This flu season is bound to be historic, but masks can help, says the CDC
Flu, COVID-19, and RSV infections continue to put pressure on the healthcare system.
In a press briefing yesterday, Centers for Disease Control and Prevention (CDC) Director Rachelle Walensky announced that the United States is currently seeing the highest levels of hospitalization for influenza (flu) at this point in flu season than it has over the past decade. She encouraged individuals to take preventative action by wearing face masks that can help reduce the spread of most of the respiratory illnesses, not just COVID-19.
“We also encourage you to wear a high-quality, well-fitting mask to prevent the spread of respiratory illnesses,” said Walensky, adding that wearing a mask is one of several precautions that people can take to reduce their chances spreading or catching a respiratory virus over the holiday season.
Mask mandates began to lift around the country in late February and March, when the CDC suggested that 90 percent of the country no longer needed to wear them in public.
According to CDC estimates, there have been at least 8.7 million illnesses, 78,000 hospitalizations, and 4,500 deaths so far from this flu this season. During the week of Thanksgiving, nearly 20,000 people in the US were admitted to the hospital for the flu, almost double the number of admissions from the previous week.
“Especially for RSV and flu, these levels are higher than we generally see this time of year,” Walensky said in a telephone news briefing. She also added that the flu season got off to an early start and that “hospitalizations for flu continue to be the highest we have seen at this time of year in a decade.”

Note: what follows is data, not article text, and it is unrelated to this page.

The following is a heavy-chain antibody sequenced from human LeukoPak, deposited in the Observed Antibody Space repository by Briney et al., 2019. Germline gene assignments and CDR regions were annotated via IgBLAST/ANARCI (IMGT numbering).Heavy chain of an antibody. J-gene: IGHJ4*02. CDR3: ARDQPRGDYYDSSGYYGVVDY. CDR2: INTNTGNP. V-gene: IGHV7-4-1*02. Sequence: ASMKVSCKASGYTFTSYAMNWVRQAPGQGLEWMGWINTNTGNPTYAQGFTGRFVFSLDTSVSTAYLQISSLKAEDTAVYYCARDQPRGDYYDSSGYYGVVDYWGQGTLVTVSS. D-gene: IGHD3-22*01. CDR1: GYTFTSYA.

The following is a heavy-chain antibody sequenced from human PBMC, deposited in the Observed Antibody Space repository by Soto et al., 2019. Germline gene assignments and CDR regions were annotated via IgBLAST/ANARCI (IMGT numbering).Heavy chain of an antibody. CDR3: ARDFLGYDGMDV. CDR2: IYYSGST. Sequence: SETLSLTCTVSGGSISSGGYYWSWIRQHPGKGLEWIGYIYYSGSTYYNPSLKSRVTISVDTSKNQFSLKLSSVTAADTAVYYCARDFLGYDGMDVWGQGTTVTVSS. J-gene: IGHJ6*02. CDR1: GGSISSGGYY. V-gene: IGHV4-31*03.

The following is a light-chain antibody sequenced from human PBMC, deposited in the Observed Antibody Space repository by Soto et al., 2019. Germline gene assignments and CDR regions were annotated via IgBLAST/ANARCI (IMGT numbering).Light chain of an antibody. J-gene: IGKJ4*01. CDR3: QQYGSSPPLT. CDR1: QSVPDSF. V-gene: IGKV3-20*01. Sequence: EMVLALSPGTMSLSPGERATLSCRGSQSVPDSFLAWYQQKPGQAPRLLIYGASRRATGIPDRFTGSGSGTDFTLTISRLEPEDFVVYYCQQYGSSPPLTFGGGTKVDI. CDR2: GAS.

US hospital systems continue to be stretched thin by a “tripledemic” of flu, COVID-19, and respiratory syncytial virus (RSV) and Welensky added that so far, 14 children have died from the flu nationwide.
COVID-19 cases have also risen since Thanksgiving and COVID-related hospitalizations have increased about 15 to 20 percent over the last week, according to Walensky.
The agency is also considering expanding its system of COVID community levels to factor in other respiratory viruses such as the flu. This system is the basis for when the CDC advises people to mask-up.
[Related: Check this CDC map to see if you live in a ‘high risk’ flu state.]
“One need not wait on CDC action in order to put a mask on,” Walensky said. “We would encourage all of those preventive measures — hand washing, staying home when you’re sick, masking, increased ventilation — during respiratory virus season, but especially in areas of high COVID-19 community levels.”
Another prevention method includes getting this year’s flu vaccine. The CDC says preliminary data suggests that this year’s vaccine is a good match for the dominant strains of flu. Walensky added that even during flu seasons when the shot doesn’t match the circulating flu strains as well, “We see a 35 percent decrease in rates of hospitalization … which really just emphasizes, when we do have a good match, how much more effective it will be.”
[Related: No, you can’t get the flu from a flu shot.]
If you do get sick, testing is important, added Sandra Fryhofer, board chair of the American Medical Association and an internal medicine physician in Atlanta. Testing helps medical professionals tell whether the illness is flu, COVID-19, RSV, or a common cold so that they can prescribe the best treatment option. Antivirals for COVID-19 and the flu are available, but COVID-19 antivirals do not work against the flu and vice versa.
Fryhofer also urged people to get flu shots as soon as possible, stressing that it’s not too late. “This year’s flu season’s off to a rough start,” she said. “It started early, and with COVID and RSV also circulating, it’s a perfect storm for a terrible holiday season.”
Additional prevention measures for respiratory illness are hand washing, staying home when sick, avoiding touching your nose and face, and eating a balanced diet.